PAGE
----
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China's March exports and imports shrink, miss forecasts by big margins

International desk

  15 Apr 2024, 21:02

China's exports contracted sharply in March while imports unexpectedly shrank, undershooting forecasts by big margins, highlighting the stiff task facing policymakers as they try to bolster a shaky economic recovery.

The dour data represented a setback for the world's second-largest economy after a generally better-than-expected start to the year. China has struggled to mount a sustainable post-COVID bounce, burdened by a protracted property crisis, mounting local government debts and weak private-sector spending.

Exports from China slumped 7.5% year-on-year last month by value, customs data showed on Friday, the biggest fall since August last year and compared with a 2.3% decline forecast in a Reuters poll of economists. They had risen 7.1% in the January-February period.
The data was released after mainland Chinese stock markets had closed, but Hong Kong's major indexes extended losses to more than 2%.
"Despite a larger-than-expected year-on-year fall in export values, export volumes edged up to record highs", analysts at Capital Economics said, suggesting Chinese exporters are continuing to slash prices to maintain sales amid stubbornly weak domestic demand.

Some economists also said a higher base of comparison last year partly led to the export drop, noting production had jumped last March as many workers recovered from a wave of COVID-19 infections. In the first quarter, both exports and imports rose 1.5% year-on-year.

Chinese exporters had a tough time for most of last year as soaring interest rates weighed on overseas demand. With the Federal Reserve and other developed nations showing no urgency to cut borrowing costs, manufacturers may face further strains as they try to shore up sales overseas.

Kris Lin, who owns a lighting products factory, spent tens of thousands of yuan to rent a booth at China's biggest trade fair next week, but he doesn't have high expectations.

"Fewer and fewer buyers from Europe and the U.S. have been coming to check our products in recent years," Lin said.
Analysts warn Western concerns over China's overcapacity in some industries may bring more trade barriers for the world's manufacturing hub.


Chinese automakers exported 1.32 million vehicles in the first quarter, up 23.9% from a year earlier.
Customs didn't give a breakdown of how many of those were electric vehicles, which along with exports of cheap Chinese solar panels and other clean energy goods are fuelling increased frictions with the U.S. and Europe.

China, for its part, has said its production system is simply far more competitive. Industrial capacity utilisation in China is lower than in much of the West, but not by much.

While overall exports weakened last month, steel shipments were the highest since July 2016, and jumped 30.7% in the first quarter.

The trade data comes ahead of first quarter GDP data next Tuesday.

The impact of falling exports in March is unlikely to be large, because real GDP growth is more closely linked to the volume, rather than value of exports, said Tianchen Xu, an economist at the Economist Intelligence Unit.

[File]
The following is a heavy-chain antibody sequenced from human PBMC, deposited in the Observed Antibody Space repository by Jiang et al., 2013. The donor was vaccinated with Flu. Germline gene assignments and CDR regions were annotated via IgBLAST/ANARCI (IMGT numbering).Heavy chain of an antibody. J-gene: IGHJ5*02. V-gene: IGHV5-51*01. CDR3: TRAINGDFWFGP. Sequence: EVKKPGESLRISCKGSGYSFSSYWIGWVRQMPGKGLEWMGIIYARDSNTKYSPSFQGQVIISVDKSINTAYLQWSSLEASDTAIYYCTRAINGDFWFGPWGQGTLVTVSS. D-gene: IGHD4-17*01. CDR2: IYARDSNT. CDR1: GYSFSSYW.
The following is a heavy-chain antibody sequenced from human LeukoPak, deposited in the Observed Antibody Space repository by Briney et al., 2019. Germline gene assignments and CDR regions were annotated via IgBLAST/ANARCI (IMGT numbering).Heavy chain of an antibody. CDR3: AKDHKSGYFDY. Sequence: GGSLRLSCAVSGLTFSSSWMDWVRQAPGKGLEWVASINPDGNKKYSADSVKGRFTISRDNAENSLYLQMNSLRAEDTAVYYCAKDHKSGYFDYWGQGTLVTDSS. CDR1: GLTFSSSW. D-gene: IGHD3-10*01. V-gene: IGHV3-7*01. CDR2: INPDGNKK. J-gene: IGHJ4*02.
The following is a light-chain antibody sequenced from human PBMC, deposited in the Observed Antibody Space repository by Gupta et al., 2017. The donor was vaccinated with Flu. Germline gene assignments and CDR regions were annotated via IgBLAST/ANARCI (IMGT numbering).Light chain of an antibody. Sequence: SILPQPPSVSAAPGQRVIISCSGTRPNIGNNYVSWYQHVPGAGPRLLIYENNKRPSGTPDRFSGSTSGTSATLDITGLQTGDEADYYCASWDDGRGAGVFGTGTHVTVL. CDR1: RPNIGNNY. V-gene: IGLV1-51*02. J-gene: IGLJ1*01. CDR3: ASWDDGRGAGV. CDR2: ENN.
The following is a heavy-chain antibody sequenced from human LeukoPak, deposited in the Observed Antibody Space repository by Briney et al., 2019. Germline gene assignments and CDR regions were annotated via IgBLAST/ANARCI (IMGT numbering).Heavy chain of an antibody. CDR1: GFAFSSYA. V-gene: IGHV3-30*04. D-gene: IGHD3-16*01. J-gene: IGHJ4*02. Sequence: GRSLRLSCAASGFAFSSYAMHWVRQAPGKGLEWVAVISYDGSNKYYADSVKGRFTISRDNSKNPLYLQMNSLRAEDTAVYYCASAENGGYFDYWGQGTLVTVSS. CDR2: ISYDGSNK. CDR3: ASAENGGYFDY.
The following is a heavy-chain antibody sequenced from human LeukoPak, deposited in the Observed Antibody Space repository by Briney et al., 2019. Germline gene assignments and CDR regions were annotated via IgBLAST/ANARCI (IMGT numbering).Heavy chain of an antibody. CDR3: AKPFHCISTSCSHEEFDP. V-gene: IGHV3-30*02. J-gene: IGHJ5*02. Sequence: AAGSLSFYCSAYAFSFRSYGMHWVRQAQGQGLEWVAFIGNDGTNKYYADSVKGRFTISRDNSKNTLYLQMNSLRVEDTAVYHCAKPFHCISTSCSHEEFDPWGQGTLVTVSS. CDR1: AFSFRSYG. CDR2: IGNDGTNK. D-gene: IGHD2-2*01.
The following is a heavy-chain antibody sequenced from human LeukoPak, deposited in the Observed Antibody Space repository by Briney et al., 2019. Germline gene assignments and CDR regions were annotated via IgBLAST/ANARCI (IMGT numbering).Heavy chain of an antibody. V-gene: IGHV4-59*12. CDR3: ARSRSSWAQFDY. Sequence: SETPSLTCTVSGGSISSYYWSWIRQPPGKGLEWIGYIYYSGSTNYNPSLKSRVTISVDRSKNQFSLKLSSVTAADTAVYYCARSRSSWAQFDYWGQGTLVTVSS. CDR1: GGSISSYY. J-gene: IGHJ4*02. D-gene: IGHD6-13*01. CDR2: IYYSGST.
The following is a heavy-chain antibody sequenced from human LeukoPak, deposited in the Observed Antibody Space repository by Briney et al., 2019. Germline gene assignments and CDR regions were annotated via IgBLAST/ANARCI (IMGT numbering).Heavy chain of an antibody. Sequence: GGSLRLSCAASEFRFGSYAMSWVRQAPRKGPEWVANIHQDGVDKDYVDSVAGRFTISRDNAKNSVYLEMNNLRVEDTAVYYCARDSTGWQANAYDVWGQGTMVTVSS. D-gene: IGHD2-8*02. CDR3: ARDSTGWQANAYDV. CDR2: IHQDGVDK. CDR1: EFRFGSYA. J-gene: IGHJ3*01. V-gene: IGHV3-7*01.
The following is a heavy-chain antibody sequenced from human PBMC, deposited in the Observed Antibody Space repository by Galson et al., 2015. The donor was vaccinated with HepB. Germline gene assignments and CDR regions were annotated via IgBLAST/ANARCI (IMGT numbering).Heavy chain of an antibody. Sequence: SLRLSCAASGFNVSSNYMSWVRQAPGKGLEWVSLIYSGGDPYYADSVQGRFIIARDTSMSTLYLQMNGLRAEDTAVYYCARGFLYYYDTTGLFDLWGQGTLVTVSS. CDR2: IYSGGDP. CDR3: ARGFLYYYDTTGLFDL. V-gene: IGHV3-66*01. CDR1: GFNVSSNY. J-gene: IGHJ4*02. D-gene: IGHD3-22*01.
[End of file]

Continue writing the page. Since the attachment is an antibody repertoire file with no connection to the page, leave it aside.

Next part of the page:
"However, the data implies falling export prices, which will be a drag on nominal GDP," he added.
China's economy likely grew 4.6% in the first quarter from a year earlier -- the slowest in a year -- a Reuters poll showed on Thursday, maintaining pressure on policymakers to unveil more stimulus measures.

Responding to a question on overcapacity at a press conference on Friday, the vice head of customs administration Wang Lingjun said: "We don't think falling producer prices mean the so-called overcapacity, as drops in prices are related to price fluctuations of raw materials, technology upgrades and voluntary surrender of profits by producers."


Imports for March also disappointed, declining 1.9% year-on-year after 3.5% growth in the first two months, missing an expected 1.4% rise.

The weak figure underlined sluggish domestic demand, which was also highlighted by Thursday's data showing consumer inflation cooled more than expected last month, while factory-gate deflation persisted.

China's economy got off to a relatively solid start this year after policymakers rolled out support measures in the second half of 2023 to revive household consumption, private investment and market confidence.

Yet, growth in the Asian giant remains uneven and analysts don't expect a full-blown revival anytime soon mainly due to a protracted property sector crisis, which some analysts fear could take years to resolve.

With China's two big traditional growth engines -- property and trade -- sputtering, policymakers have been trying to shift to new drivers such as hi-tech and clean energy, though analysts note that will take time.

Rating agency Fitch cut its outlook on China's sovereign credit rating to negative on Wednesday, citing risks to public finances as growth slows and government debt rises.

China last month set a full-year growth target of around 5%, which analysts have described as ambitious as they noted that last year's 5.2% expansion came off a COVID-hit 2022.

On the fiscal front, China plans to issue 1 trillion yuan ($138.18 billion) in special ultra-long term treasury bonds to support key areas. It also raised the 2024 special bond issuance quota for local governments.

In a further attempt to revive demand, the cabinet last month approved a plan aimed at promoting large-scale equipment upgrades and sales of consumer goods. The head of the country's economic planner estimated the plan could generate market demand of over 5 trillion yuan annually.

Source: Reuters


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